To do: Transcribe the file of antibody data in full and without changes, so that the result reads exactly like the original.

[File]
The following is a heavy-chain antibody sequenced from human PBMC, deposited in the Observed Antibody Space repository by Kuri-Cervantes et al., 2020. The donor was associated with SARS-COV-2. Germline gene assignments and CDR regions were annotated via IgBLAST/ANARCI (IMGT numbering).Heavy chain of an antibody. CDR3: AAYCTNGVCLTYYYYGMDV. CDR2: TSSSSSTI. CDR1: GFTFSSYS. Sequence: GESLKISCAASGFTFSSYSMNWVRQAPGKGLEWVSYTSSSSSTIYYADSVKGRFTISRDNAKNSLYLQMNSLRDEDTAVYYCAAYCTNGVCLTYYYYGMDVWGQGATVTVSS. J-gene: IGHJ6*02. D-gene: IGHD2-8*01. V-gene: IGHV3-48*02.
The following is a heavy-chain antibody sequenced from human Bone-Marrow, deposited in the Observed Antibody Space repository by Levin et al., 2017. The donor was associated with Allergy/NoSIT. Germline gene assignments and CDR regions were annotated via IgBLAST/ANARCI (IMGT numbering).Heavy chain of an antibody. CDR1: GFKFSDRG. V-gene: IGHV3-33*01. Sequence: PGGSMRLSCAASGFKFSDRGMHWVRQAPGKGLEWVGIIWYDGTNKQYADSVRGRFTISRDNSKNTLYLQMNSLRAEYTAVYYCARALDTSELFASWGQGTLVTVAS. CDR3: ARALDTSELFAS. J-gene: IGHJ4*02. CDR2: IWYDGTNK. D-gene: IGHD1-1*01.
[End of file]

The following is a heavy-chain antibody sequenced from human PBMC, deposited in the Observed Antibody Space repository by Kuri-Cervantes et al., 2020. The donor was associated with SARS-COV-2. Germline gene assignments and CDR regions were annotated via IgBLAST/ANARCI (IMGT numbering).Heavy chain of an antibody. CDR3: AAYCTNGVCLTYYYYGMDV. CDR2: TSSSSSTI. CDR1: GFTFSSYS. Sequence: GESLKISCAASGFTFSSYSMNWVRQAPGKGLEWVSYTSSSSSTIYYADSVKGRFTISRDNAKNSLYLQMNSLRDEDTAVYYCAAYCTNGVCLTYYYYGMDVWGQGATVTVSS. J-gene: IGHJ6*02. D-gene: IGHD2-8*01. V-gene: IGHV3-48*02.
The following is a heavy-chain antibody sequenced from human Bone-Marrow, deposited in the Observed Antibody Space repository by Levin et al., 2017. The donor was associated with Allergy/NoSIT. Germline gene assignments and CDR regions were annotated via IgBLAST/ANARCI (IMGT numbering).Heavy chain of an antibody. CDR1: GFKFSDRG. V-gene: IGHV3-33*01. Sequence: PGGSMRLSCAASGFKFSDRGMHWVRQAPGKGLEWVGIIWYDGTNKQYADSVRGRFTISRDNSKNTLYLQMNSLRAEYTAVYYCARALDTSELFASWGQGTLVTVAS. CDR3: ARALDTSELFAS. J-gene: IGHJ4*02. CDR2: IWYDGTNK. D-gene: IGHD1-1*01.